“If you’ve got a bright new idea then the place to get your funding is AIM, not a bank. And yes, if you do have a bright new idea you can indeed get your funding from AIM.”

    Not if your bright idea is to locate in the UK and employ a UK workforce, you don’t…

    And I fully understand that. It’s more profitable to manufacture where wages are lower, where free and independent trade unions do not operate effectively.

    So you shouldn’t be surprised Tim, that the TUC is proposing an alternative to AIM…

  5. James Doran

    RT @leftfootfwd: Budget 2010: We need a new strategic investment fund http://is.gd/aOL07

  6. Tim Worstall

    “Not if your bright idea is to locate in the UK and employ a UK workforce, you don’t…”

    Really? A quick look at the list of new issues on AIM gives this:

    “The Admission is a result of a reverse takeover by Green Compliance plc of Waterchem Limited. The existing business of Green Compliance plc is focused on providing services and guidance to companies and local government in the UK with regard to energy performance services necessary under the EU initiated Energy Performance of Buildings Directive 2007. Waterchem Limited is primarily engaged in the provision of water hygiene and water treatment services to facilities management companies, hospitals, universities and local authorities in the UK. ”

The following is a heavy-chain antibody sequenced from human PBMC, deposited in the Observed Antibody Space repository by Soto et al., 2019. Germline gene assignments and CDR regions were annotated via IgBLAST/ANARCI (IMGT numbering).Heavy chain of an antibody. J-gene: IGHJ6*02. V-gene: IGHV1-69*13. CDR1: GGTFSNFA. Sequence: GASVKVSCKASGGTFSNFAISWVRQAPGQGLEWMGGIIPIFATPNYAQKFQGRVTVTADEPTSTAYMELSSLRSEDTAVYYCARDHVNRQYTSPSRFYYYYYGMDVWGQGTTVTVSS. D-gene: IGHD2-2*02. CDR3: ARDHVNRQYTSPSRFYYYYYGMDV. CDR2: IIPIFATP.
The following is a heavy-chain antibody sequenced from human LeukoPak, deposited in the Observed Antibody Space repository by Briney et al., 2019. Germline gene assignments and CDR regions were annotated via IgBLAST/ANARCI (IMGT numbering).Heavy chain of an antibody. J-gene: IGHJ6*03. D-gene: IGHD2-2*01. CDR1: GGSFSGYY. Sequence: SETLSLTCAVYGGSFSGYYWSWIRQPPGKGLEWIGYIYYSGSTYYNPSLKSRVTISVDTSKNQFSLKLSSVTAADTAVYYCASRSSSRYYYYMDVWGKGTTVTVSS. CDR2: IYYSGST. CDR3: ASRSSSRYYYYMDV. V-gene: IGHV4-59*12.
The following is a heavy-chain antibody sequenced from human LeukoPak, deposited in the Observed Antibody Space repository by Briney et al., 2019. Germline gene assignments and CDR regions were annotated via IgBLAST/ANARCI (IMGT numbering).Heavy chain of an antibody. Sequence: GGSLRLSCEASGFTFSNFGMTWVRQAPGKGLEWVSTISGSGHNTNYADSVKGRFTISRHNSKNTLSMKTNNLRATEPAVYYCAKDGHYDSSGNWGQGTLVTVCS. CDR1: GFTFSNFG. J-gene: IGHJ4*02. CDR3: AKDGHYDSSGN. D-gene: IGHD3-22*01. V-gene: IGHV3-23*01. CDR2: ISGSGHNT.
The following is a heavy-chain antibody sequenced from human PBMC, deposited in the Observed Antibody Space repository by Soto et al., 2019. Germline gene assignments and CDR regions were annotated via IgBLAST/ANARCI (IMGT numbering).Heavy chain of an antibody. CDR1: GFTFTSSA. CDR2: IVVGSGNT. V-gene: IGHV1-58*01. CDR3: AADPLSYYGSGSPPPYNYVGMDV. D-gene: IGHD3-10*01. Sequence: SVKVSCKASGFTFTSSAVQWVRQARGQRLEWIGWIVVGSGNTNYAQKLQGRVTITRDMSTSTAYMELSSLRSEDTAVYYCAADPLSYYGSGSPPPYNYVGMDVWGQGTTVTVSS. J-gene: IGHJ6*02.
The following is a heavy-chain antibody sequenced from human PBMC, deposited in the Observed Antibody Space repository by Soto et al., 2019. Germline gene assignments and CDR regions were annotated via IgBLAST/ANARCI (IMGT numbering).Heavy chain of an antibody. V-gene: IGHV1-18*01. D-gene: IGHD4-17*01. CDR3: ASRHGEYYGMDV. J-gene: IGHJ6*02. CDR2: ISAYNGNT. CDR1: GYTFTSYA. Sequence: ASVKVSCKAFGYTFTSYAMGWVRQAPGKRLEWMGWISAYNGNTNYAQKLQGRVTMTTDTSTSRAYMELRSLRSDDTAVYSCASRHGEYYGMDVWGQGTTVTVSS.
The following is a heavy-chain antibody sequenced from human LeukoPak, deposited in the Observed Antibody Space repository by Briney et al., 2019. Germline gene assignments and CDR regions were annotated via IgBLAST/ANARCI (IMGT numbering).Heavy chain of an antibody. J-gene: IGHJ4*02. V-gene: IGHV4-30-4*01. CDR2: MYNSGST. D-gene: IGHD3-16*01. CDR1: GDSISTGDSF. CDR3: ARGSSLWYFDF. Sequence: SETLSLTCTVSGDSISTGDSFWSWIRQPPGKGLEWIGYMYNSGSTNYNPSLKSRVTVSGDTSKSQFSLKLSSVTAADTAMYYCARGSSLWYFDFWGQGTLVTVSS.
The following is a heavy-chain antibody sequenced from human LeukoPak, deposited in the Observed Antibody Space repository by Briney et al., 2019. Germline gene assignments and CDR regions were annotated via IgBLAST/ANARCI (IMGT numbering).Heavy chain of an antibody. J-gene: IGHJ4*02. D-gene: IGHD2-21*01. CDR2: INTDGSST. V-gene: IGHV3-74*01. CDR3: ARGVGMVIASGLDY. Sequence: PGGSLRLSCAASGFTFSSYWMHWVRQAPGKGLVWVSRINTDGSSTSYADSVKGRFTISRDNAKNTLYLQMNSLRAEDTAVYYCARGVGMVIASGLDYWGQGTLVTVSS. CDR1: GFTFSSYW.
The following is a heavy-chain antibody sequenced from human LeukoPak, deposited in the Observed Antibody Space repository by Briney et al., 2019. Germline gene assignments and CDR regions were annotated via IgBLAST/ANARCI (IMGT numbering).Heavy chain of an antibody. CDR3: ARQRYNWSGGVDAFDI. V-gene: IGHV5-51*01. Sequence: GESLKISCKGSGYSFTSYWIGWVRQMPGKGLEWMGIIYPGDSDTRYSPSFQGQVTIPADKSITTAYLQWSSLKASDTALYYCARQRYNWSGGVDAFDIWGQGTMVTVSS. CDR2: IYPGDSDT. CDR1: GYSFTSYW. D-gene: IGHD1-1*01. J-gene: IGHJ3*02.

“EMIS Group is the UK’s leading supplier of software and related services to GP practices, with approximately 39 million patient records in the UK held on EMIS’ software. Established in 1987, EMIS’ core activities include software licensing and support, hardware support and maintenance services, hardware sales, third party software sales and training services. ”

    That’s just two of the first 7 on the list.

    Aren’t these what everyone wants? Green knowledge based businesses?

  7. Budget 2010 must include support for industrial investment | ToUChstone blog: A public policy blog from the TUC

    […] towards next week’s Budget, I was happy to be asked to comment on the needs of industry for Left Foot Forward. Regular readers will know of the TUC’s recent call for a French style strategic investment […]